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Author Topic: Greenland 2019-20 SMB (Snowfall & Melting) Year  (Read 1378 times)

gerontocrat

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Greenland 2019-20 SMB (Snowfall & Melting) Year
« on: August 30, 2019, 02:33:13 PM »
I am starting this thread so these posts conform to the DMI Greenland Year September to August as in their website http://polarportal.dk/en/greenland/surface-conditions/.

Also, if I ever get to see new GRACE-FO data on overall Greenland Ice Sheet Mass this looks like a good place to put it.

The Greenland 2019 melting Season thread is staying open, as there will be many 2019 reports coming out to the end of the year and beyond.
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blumenkraft

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Re: Greenland 2019-20 SMB (Snowfall & Melting) Year
« Reply #1 on: August 30, 2019, 10:18:32 PM »
That naming will surely prevent weekly questions about the meaning of SMB. ;)
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gerontocrat

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Re: Greenland 2019-20 SMB (Snowfall & Melting) Year
« Reply #2 on: September 08, 2019, 01:57:40 PM »
http://polarportal.dk/en/greenland/surface-conditions/ as at 7 September


MELT continues to fall in line with the average,

PRECIPITATION has been higher than average,

so as a result, in this first week of the new DMI Greenland year, SMB gain is above average
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Quote from DMI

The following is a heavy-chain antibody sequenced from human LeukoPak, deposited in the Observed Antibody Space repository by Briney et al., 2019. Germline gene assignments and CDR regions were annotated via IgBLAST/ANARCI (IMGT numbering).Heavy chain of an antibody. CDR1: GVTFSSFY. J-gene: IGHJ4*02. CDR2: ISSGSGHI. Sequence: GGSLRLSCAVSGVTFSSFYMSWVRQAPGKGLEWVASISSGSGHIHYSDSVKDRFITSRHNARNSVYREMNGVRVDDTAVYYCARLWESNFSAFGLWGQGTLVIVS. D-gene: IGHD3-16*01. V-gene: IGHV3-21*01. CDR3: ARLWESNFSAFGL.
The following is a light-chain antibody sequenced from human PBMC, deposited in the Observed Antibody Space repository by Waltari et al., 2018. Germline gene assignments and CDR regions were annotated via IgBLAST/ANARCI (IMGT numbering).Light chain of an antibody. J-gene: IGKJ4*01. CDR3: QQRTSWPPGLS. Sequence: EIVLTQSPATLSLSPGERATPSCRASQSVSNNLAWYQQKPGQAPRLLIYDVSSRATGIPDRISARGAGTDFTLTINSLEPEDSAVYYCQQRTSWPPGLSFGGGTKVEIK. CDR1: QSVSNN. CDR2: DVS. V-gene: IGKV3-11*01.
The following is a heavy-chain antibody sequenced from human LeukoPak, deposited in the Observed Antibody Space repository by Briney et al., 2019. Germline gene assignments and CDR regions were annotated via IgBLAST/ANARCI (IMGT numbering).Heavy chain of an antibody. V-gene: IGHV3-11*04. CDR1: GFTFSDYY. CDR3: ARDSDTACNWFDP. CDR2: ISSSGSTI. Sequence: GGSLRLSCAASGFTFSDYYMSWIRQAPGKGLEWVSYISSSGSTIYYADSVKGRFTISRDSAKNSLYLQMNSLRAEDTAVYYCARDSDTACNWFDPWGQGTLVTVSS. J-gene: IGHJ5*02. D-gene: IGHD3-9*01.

Quote
The Greenland Ice Sheet evolves throughout the year as weather conditions change. Precipitation increases the mass of the ice sheet, whilst greater warmth leads to melting, which causes it to lose mass. The term surface mass balance is used to describe the isolated gain and loss of mass of the surface of the ice sheet – excluding the mass that is lost when glaciers calve off icebergs and melt as they come into contact with warm seawater.
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P-maker

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Re: Greenland 2019-20 SMB (Snowfall & Melting) Year
« Reply #3 on: September 11, 2019, 07:35:59 AM »
Gerontocrat,

Thank you for keeping track of this. Please check the units and the numbers on your second graph. It sure seems like a lot ice per square km.

Thanks

Alexander555

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Re: Greenland 2019-20 SMB (Snowfall & Melting) Year
« Reply #4 on: September 11, 2019, 12:17:42 PM »
It's not that much. A ton is something close to 1 by 1 by 1 meter. A km2 is 1 million m2 . So a layer of 1 km2 and 1 meter thick is a million tons. That makes 7000 tons close to nothing.

nukefix

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Re: Greenland 2019-20 SMB (Snowfall & Melting) Year
« Reply #5 on: September 11, 2019, 12:21:30 PM »
1 gigaton of ice ~= 1km^3

gerontocrat

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Re: Greenland 2019-20 SMB (Snowfall & Melting) Year
« Reply #6 on: September 11, 2019, 01:50:32 PM »
1 gigaton of ice ~= 1km^3

Late at night, I mixed up my gt, tons & '000s of tonnes when trying to do the analysis in a hurry.
That'll teach me..